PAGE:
Non-EU applicants have to take a test which is quite different from IMAT; it puts more emphasis on general skills, as opposed to the IMAT which is geared toward evaluating a standard European education.
The rankings for non-EU students are completely separate from EU students’. Ranking are published by the 15th of May.
Admission test – EU citizens
The test for EU applicants lasts 100 minutes and consists of 90 questions, of which 40 are logical reasoning, problem-solving, and reading comprehension, 30 basic science (biology, chemistry, mathematics, and physics), and 20 about the humanitarian mission of the university. Each correct answer grants 1 point, each answer not given counts for 0 point, while each incorrect answer costs -0.25 points. Candidates scoring less than 30 points will not be admitted.
The test reserved to EU students is very much similar to IMAT, with just a few differences. On the IMAT there are 60 questions, of which 20 are about critical thinking, 2 about culture, 18 about biology, 12 about chemistry and 8 about physics and math, with 1.5 points per correct answer and -0.4 points subtracted in case of wrong answer. Furthermore, the IMAT takes place in September, while the UCAT Camillus is sat in April.
“When in Rome, do as the Romans do”. Wake up to a cappuccino and cornetto (croissant) breakfast, learn how to make true carbonara from your Italian flatmates, cycle through mazes of historical buildings on cobblestone streets, and finally rest your weary bones in an open-air bar serving aperitivo at sunset. Medical studies often leave little free time, but there are several ways in Rome to make the most out of the free time you have. The nightlife is very vivid and the cultural events are numerous, so you can easily alternate your routine between clubs and art shows. The vast number of students and tourists provides the city with a lively turnover of young people, thus making it a very interesting place to live.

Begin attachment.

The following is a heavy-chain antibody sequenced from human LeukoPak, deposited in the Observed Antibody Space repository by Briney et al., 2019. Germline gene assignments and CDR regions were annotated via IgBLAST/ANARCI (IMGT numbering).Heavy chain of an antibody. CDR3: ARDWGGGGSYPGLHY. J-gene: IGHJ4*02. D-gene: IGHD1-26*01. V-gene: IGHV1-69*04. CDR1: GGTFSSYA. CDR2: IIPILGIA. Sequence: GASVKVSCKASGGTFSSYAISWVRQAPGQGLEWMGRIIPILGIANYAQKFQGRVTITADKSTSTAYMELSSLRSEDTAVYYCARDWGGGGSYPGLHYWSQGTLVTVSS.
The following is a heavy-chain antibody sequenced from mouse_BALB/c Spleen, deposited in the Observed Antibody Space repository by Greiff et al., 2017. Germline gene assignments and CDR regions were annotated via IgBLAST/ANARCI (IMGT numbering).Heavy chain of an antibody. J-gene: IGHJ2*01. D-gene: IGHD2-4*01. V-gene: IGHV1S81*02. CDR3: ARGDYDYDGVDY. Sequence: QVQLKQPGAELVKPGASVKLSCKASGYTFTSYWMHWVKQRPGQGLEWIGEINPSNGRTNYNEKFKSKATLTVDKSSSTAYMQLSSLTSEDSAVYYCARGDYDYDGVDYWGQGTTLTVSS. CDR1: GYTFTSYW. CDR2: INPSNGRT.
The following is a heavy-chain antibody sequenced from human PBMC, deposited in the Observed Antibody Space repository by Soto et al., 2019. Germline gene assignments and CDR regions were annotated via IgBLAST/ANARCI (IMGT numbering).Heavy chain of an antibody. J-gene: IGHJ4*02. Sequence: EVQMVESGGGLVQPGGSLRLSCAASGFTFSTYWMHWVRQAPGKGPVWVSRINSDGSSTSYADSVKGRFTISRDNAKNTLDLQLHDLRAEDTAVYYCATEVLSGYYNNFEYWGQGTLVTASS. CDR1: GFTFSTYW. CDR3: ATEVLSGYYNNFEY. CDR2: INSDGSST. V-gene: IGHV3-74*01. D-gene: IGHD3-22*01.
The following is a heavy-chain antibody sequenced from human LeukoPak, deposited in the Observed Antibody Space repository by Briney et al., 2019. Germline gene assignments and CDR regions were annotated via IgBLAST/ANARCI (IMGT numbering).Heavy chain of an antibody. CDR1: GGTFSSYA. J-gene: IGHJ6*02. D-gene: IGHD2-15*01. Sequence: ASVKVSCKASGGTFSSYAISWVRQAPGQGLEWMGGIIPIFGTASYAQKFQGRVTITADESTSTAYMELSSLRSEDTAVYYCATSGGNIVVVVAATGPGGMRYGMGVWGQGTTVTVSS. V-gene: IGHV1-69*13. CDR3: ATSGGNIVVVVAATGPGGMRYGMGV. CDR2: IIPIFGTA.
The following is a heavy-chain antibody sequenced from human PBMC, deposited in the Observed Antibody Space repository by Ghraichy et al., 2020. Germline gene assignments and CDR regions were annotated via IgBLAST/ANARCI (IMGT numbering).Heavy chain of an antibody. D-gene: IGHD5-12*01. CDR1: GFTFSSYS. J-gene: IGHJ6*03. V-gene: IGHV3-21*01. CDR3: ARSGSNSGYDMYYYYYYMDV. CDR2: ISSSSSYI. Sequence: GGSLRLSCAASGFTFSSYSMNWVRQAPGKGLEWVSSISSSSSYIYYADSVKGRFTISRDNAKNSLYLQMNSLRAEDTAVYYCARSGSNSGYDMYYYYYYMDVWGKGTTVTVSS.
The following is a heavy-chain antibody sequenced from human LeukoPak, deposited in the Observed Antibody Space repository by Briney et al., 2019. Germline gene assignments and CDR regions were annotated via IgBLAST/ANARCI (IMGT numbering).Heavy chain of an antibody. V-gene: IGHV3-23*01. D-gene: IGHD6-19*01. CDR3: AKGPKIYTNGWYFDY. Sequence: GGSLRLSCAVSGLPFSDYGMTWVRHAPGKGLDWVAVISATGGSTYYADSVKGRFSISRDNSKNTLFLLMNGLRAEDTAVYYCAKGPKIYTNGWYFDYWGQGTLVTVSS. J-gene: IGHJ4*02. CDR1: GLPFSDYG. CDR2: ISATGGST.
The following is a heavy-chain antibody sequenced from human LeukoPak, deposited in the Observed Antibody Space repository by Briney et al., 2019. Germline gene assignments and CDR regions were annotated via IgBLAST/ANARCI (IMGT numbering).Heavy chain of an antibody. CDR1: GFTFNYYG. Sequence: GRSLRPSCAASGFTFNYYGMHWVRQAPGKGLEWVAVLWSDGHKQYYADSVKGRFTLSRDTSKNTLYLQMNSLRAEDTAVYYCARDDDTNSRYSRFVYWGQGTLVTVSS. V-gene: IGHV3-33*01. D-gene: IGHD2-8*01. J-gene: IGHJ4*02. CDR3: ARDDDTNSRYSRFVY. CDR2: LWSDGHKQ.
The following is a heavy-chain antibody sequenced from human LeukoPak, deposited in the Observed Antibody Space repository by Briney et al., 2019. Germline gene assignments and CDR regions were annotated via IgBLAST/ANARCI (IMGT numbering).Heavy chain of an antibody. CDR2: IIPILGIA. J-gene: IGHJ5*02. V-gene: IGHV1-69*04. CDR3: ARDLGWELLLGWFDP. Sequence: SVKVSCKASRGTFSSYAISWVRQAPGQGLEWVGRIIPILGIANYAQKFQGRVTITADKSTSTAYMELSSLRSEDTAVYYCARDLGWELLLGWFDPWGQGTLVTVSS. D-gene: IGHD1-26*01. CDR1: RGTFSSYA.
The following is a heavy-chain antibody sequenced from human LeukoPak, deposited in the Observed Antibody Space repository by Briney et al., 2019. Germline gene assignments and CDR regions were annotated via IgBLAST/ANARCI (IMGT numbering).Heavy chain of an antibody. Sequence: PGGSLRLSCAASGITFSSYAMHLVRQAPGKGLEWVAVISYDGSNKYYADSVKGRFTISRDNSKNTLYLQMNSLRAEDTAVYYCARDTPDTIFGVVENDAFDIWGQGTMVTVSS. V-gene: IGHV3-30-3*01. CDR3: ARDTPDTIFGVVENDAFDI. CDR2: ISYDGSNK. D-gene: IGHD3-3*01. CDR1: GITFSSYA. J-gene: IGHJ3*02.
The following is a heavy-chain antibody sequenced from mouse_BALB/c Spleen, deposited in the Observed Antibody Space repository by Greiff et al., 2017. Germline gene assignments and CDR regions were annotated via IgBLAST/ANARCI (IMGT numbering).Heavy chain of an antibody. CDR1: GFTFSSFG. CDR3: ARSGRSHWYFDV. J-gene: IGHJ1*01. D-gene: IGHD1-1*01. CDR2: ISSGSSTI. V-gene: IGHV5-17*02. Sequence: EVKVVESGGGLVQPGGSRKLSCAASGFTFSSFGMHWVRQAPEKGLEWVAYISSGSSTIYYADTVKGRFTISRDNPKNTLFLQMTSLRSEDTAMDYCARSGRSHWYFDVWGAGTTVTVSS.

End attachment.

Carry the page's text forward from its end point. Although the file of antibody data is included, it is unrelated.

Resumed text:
Commuters take advantage of public transport such as metro, trains, and buses, but as the population of Rome grows, more and more people are starting to bike the their way through the Italian capital.
Facilities and logistics
Given the recent founding of UniCamillus, you can expect modern and functional facilities. The classrooms and study halls are provided with all the necessary comforts. There are also spaces for practical activities, like for example the anatomy lab where you will find plenty of models that will enhance the learning experience.
Clinical practice is a basic part of a medical school curriculum, and as such UniCamillus has established partnerships with several hospitals and research facilities in Rome, all of which are accredited by the National Healthcare System. Even if practical activities will necessarily take place in Italian, learning the language will come naturally after living in close contact with the locals for a couple of years; furthermore, UniCamillus assigns tutors to the students who still feel uncomfortable with the language during practice.
The university is well connected by public transport.
Accommodation and financing
UniCamillus has an agreement with Unilogistics which provides students with brand new, fully furnished, and fully equipped apartments close to the university. You can find further information in this brochure. Beside this interesting option for accommodation, the city of Rome offers several flats and student housings.
Scholarships are provided to non-EU students according to merit, UCAT ranking, and independent evaluations; EU scholarships are instead provided by Laziodisu, the regional student welfare institution.
The goal of UniCamillus is to train physicians and health professionals who will address medical issues in developing countries, and therefore the faculty is proud to have students who wish to undertake a training period in the Global South. Even though no agreement has been signed yet, the university’s objective is to establish partnerships with humanitarian associations in order to give such experience to students. In the meantime, those who wish to work in other countries will be allowed to do so as part of their extracurricular activities.
The content on this page is sponsored by Saint Camillus International University of Health and Medical Sciences.